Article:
I wrote Patchwork while living next to a South Carolina mill town, near Clemson where I was teaching. I chose the rented house I lived in partly because of the address, Star Route, and because of the views from the long road that cut a meandering line between the hills. Gradually I learned I was surrounded by older, retired mill workers. The mills were mostly closed by then, but my neighbors had stood day after day in front of large, powerful looms and rows and rows of spindles. They had gnarled hands from untangling threads and hearing loss from the din of the machines. As I immersed myself in their world, collecting stories and data, I began to carry a tape recorder with me each time I was introduced to another retired worker. When they learned I was collecting material for a novel about the mills, they brought out the old shuttles and bobbins they’d saved, and they generously spun their stories, including the accidents they’d suffered, the jokes they’d shared, and the fears they’d lived with.

I have two sisters, and my love for them exceeds that of friendship, extending past our historical connection and beyond any future. When an older neighbor introduced me to her sister, I knew I’d found the seeds for the imaginary characters in my novel. The two older women had worked in the mills starting when they were young, in the 1930’s. They were as different from one another as the dark and light threads of a piece of fabric, and I sensed the fights that had resulted because of those differences, but also the love and the absolute loyalty. As the relationships between the three fictional sisters in my novel emerged, I expanded my research to flesh out the background for a family sage that would include several decades. The tiny, local library was filled with records of mill history and maps that showed how the mill towns had altered the land. Not far from my house were several old, mostly abandoned mill towns with their rows of houses hidden by back roads and wooded hills. I drove up and down those hills and around the tight circles that led to the top where a large owner's or manager’s house often stood, looking down on its kingdom. Eventually, I secured a day pass to tour a mill that still operated in the old way, using people instead of machines. I experienced the noise of the looms and felt the rhythmic thudding of the shuttles. I watched a woman who stood at the end of a long, wide warp of threads, her eyes focused on the unwinding, pealed for a chance crossed thread. I saw the spinning spindles with their deep indigo color, threads that would eventually be woven into blue jeans.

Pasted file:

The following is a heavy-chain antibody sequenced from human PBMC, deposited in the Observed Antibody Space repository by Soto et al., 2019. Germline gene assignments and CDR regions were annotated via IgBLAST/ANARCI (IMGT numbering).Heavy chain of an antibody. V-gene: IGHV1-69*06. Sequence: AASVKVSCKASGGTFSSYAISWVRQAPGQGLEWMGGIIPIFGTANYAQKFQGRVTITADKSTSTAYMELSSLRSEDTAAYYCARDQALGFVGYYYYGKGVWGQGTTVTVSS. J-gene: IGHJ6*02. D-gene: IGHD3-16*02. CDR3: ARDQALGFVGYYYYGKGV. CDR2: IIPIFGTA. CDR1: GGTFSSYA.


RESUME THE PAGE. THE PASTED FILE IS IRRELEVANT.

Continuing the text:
It was difficult to let go of this world when the book was finished, hard to stop my expanding research, which had become an obsession. I recall those towns and my fictional Ash Hill each time I drive along a wooded road that leads through the hills, and I think of the voices I heard of those who had lived in them.

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